Theory in the information society: six steps (or clicks) away
Time has passed since the theory was first proposed, and many social and technological advances have appeared since then. Among them we can find the emergence of the Internet and social networks , which facilitate interaction between people around the world. Thus, nowadays it can be even easier to establish contact between people who are very distant and different from each other.
Moreover, the use of these networks allows not only contact, but also the calculation of the separation between people: LinkedIn or Facebook are examples of this. However, the data obtained show that the theory of the six degrees of separation may have evolved over time, and the distance may be much smaller today. For example, a study by the Universitá degli Studi di Milano and several Cornell researchers in 2011 shows that the distance between two people on Facebook is 3.74 people .
We cannot fail to point out that, although this theory may be relatively well founded, we must take into account that there are a great number of variables that may interfere with the specific number of jumps: it is not the same to come into contact with someone from the same city as from another continent, or who has another language.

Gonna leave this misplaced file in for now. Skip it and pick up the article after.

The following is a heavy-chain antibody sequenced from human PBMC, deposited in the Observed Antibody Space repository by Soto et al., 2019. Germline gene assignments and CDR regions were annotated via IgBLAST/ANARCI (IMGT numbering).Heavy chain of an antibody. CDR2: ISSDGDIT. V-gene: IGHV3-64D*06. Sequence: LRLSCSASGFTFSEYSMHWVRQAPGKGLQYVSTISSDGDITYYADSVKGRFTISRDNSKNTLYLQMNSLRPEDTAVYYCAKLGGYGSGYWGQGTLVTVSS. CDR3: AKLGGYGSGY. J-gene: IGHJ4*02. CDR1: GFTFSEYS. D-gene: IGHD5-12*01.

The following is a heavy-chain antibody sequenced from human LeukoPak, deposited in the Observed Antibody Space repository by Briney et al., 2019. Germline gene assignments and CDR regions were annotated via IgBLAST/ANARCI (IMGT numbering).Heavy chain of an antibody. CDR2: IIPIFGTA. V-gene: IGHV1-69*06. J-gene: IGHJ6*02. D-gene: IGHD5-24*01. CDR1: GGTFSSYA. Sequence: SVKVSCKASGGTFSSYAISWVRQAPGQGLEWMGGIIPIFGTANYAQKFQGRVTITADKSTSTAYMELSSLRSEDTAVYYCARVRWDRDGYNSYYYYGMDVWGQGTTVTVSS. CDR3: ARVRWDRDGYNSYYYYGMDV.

The difficulty will also vary depending on whether or not the person is more or less well-known at a popular level, or whether or not they share a hobby or job. Another problem is found in the media: today we can generate more diverse contacts thanks to new technologies , but those who do not have them do not enjoy this option.
Finally, it is different to contact someone in a city than in a town with few inhabitants, and if we go to the extreme we may find it much more difficult to contact a subject in situations such as war, extreme poverty or famine. Or if one of the two extremes (the one who initiates the search for contact or the objective of this contact) is a member of an indigenous tribe or a culture isolated from the rest of the world
The usefulness of this theory
It is possible that the reading of this theory may seem interesting at an informative level, but the truth is that it is not just a curiosity: it has its usefulness in multiple sectors.
One of them is that of networks in the world of business , so that it is possible to study how to form portfolios of clients and contacts that can facilitate them. Also in marketing and advertising it could be applied, when taking into account the formation of chains of contacts when favouring the sale of a service or product. Well-known word of mouth can also be linked to this factor
Finally, we can also find the theory of the six degrees of separation useful at the educational level: it can be used and taken into account for the transmission of prosocial values, prevention programmes (for example, sex education, drug prevention or prevention of gender violence) or information.
- Watts, D.J. (2006). Six degrees of separation. The science of networks in the age of access. Editorial Paidos.